Step 2. Become an expert in spatial analysis methods. Unfortunately, it’s fairly difficult to acquire this type of training. Most geography programs have a few offerings and one or two people on the faculty with appropriate expertise but most programs don’t have enough depth in this area, at least not in my opinion. There are a handful of programs that come to mind where you’ll get all the spatial analysis training you could want and more but they are few and far between. Top on my list is Ohio State because you might get a chance to study with Noel Cressie, who is pretty much the godfather of spatial statistics. He is in the Statistics department where they offer a special program in Spatial/Environmental Statistics but I suspect there are solid ties to Ohio State’s outstanding geography department. Other key programs (and key people) to consider would include UC Santa Barbara (Michael Goodchild), Arizona State (Luc Anselin) and SUNY Buffalo (Peter Rogerson). Each of these programs has a number of talented faculty and an Associate Professor might make a better advisor since they’re a bit less likely to be globe-trotting than the super stars. If you’re Canadian or interested in studying in Canada, take a look at Ryerson University – they offer a good applied graduate program in Spatial Analysis. If you’re in the UK, check out the University of Leeds. There are probably others that I’m leaving out. Feel free to suggest others in the comments section below.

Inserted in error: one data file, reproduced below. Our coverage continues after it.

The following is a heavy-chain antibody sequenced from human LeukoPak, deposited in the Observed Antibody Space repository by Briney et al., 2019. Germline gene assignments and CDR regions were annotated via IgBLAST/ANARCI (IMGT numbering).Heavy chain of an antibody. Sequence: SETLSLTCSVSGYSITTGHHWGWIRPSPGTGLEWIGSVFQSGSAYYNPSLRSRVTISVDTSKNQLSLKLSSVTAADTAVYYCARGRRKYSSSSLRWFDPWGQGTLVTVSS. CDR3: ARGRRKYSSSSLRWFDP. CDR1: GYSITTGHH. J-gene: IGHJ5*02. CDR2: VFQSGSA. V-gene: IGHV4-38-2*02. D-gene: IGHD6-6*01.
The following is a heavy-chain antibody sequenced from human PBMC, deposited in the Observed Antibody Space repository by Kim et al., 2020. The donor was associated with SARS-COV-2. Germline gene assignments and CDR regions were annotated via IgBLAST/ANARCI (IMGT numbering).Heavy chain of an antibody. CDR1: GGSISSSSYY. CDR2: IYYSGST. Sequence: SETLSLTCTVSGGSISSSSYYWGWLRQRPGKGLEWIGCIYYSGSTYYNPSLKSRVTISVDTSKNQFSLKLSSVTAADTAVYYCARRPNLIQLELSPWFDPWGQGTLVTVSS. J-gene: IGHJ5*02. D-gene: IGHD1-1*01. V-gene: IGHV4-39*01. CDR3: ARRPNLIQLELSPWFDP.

Step 3. Learn the most popular statistical software programs. I would try to obtain some exposure to all of the top statistical software tools including SAS, SPSS and R. The more the merrier. Add Stata and Minitab and others if you can and you might check out free trials of newer technologies like Alteryx. You’ll probably have one go-to tool that you like best but you don’t want to forfeit a job opportunity just because you aren’t familiar with the software the target organization has already licensed. Spend enough time to feel comfortable doing basic analysis in a few different statistical computing environments. You need to be able to get past the gatekeepers in Human Resources who might toss out your resume if it doesn’t have the right buzzwords listed. Also, learn how to automate tasks in these computing environments. Let a scripting language allow you to reproduce results at a click of the button. You don’t need to take hard-core computer sciences classes, not that it would hurt, but some basic programming concepts will certainly help.